How did this happen? Well, the whole story is long and ugly. It begins with the realization, almost exactly thirty years ago, that the propellants used by inhalers (CFCs), were bad for the ozone layer. Truly, they are. In 1978 CFCs were banned from use in aerosols, but no one did anything about inhalers. There are over 52 million inhalers dispensed a year. That’s a lot of CFCs, both inhaled and then exhaled into the environment. Bad for everybody.

However, these propellants are, like DDT, very cheap.

So, none of the drug companies wanted to change. In 1987, as part of the Montreal Protocol, there was a “critical use” exemption made for inhalers, when it looked like someone might crack down and ask drug companies to use something else (read: reduce their profit margin).

Inside the medical community, doctors have known about the propellant issue for years, and, at least in my circles, griped about why the drug companies wouldn’t do something about the formulation. There was foot dragging and more foot dragging. To make things even more infuriating, Canada, Australia, Japan and all of Europe have managed years ago to make the transition to more earth-friendly propellants (called hydroflouroalkanes, or HFAs)—without major price gouging. So when the FDA claims that the cash-cow handed to these three companies was necessary because of “innovation,” don’t believe it—the newer inhalers have been used in other countries for a while.

In 2005, the FDA announced that the exemption for inhalers would end on December 31, 2007. From 2005 to now, my guess is that the back-room deals were hammered out. You might argue that these companies have made mega-profits for 30 years off the environment and ought to clean it up. Instead, existing competition was eliminated–actually banned. Generics were revoked. New patents were issued for the old drug. Three companies now are allowed to charge what they want. If you’re a free-market advocate, you ought to be more enraged than anyone else.

The only concession to ameliorate the price increase that the FDA listed in their decision was a plan offered by GlaxoSmithKlein (no details were given by the other two companies) for a one-time only handout of 2 million free inhaler samples (less than 4% of the yearly number of inhalers bought), and some unspecified number of one-time only coupons for $10 off the price of one inhaler (keep in mind the average price increase was estimated to start at $20). As a physician, I thought I’d use my mystical, enormous insider influence to get one of these coupons or samples. I spent four hours on the phone. I called all three companies. I logged onto patient information and provider information sites on-line. Here’s what I got:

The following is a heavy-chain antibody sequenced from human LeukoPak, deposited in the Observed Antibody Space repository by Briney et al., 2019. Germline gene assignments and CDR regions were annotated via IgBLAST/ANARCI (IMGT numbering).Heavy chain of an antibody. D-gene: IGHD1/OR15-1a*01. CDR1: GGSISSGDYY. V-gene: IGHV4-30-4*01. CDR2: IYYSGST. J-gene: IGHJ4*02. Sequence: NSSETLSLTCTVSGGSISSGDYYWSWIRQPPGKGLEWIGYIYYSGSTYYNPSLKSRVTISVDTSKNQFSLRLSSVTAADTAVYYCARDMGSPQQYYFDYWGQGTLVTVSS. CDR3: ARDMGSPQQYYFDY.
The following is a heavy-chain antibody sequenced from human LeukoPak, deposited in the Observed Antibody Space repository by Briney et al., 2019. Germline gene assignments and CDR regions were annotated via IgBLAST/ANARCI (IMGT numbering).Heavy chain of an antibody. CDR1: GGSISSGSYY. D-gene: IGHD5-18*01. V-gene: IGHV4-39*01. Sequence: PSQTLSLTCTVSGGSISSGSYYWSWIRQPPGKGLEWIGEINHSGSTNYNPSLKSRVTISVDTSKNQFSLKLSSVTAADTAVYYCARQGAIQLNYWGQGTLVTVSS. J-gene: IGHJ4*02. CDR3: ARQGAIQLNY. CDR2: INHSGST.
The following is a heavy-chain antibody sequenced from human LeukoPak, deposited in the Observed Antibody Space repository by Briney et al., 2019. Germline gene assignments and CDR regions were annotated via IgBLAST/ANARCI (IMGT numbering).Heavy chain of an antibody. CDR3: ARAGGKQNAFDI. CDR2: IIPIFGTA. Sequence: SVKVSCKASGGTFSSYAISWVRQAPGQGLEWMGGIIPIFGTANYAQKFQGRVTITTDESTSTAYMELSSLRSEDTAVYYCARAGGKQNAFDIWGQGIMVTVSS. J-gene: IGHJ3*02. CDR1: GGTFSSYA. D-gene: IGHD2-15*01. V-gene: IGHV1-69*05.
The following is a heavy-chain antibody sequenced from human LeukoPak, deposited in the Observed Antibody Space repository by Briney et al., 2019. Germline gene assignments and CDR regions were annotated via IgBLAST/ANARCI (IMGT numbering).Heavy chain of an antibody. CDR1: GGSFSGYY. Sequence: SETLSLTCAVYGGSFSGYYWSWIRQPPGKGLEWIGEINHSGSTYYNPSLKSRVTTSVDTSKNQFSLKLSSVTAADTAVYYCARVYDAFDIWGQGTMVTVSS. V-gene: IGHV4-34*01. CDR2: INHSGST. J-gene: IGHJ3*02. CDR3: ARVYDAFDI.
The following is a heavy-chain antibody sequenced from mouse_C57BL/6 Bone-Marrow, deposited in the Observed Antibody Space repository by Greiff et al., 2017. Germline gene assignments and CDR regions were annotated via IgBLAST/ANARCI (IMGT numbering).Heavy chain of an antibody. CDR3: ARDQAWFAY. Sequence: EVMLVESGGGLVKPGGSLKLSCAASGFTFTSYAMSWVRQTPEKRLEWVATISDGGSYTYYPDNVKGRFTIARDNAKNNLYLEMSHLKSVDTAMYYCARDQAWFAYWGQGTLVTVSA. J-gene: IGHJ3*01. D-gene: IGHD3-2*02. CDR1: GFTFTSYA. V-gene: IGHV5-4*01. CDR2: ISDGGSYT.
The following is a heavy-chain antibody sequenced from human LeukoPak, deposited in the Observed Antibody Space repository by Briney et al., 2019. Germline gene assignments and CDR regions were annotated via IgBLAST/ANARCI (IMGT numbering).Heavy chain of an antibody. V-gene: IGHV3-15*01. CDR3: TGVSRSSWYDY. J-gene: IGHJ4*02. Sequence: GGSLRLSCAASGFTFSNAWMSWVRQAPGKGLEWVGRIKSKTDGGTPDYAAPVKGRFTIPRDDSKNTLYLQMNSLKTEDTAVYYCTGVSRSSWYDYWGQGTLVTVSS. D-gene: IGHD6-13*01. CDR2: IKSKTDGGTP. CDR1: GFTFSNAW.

Doc Gurley’s Albuterol Patient Assistance Report Card: (I’m not grading on a curve–you thought I was joking about being pre-med, didn’t you?)

IVAX–D-. IVAX has the decency to use a real person to answer the phones. They’re very nice, they just don’t have any programs to help you. No inhalers or discounts.

Schering-Plough—F. Call their numbers and all you get is a short recorded, useless message—go ahead, try the “press 2 if you’re a prescribing physician” option. It doesn’t matter who you are, you’re out of luck. Despite their extra $1.3 billion a year, they’re not upgrading to humans on the phones. No albuterol samples, no freebies, no discounts.

GlaxoSmithKlein—Suspension. I called seven times over two days. No answer or busy each time. Online, the patient and provider sites for the much-touted samples/discounts are all links to existing, long-time drug-assistance programs that have very little to do with GSK. There’s nothing specific to albuterol or asthma, nothing to help anyone in a hurry who can’t afford their medicine (or breathe!). Big liars.

So, if you don’t have asthma or emphysema—if you, personally, don’t have to buy an inhaler–why should you complain? Well, based on my extensive years of clinical experience as a physician, I would say it’s generally more difficult for people to march or shout effectively, when they can’t breathe. Little help over here, people? Would ya?

Second, here’s why you ought to be very worried, even if you personally haven’t been mugged by the FDA (yet). The greatest talent of the pharmaceutical industry today is that of finding new, expensive ways to do the exact same thing, over and over (commonly called “me too” drugs). Once a trick has been found, they excel at applying that same approach to every possible other situation. Kind of the opposite of innovation. That means you can expect this type of extortion to be expanded to other drugs and other diseases. Especially after having such a resounding success this time around. As Avery Johnson reported in the Wall Street Journal when discussing the market for inhaled insulin (10/19/2007), “Pharmaceutical makers are desperate to replace chemical-based medicines whose patent protections are expiring. Lacking new drugs, they are making big investments in fancy ways to deliver existing ones…”

How long do you think it’s going to be before drug companies start to find “environmental” reasons for why birth control pills, or antibiotics need to be “reformulated”–possibly with new, inert ingredients, or a special biodegradable bottle? How long until there are more justifications for revoking generics and re-issuing new patents for drugs that already exist?

If you ever take, or might need, a prescription medication, you might be getting a tickly feeling between your shoulder blades from reading this article. Let’s just say that feeling is a warning signal your body is trying to give you—because you’re now standing in the crosshairs of the pharmaceutical industry’s big Blackwater-profit guns.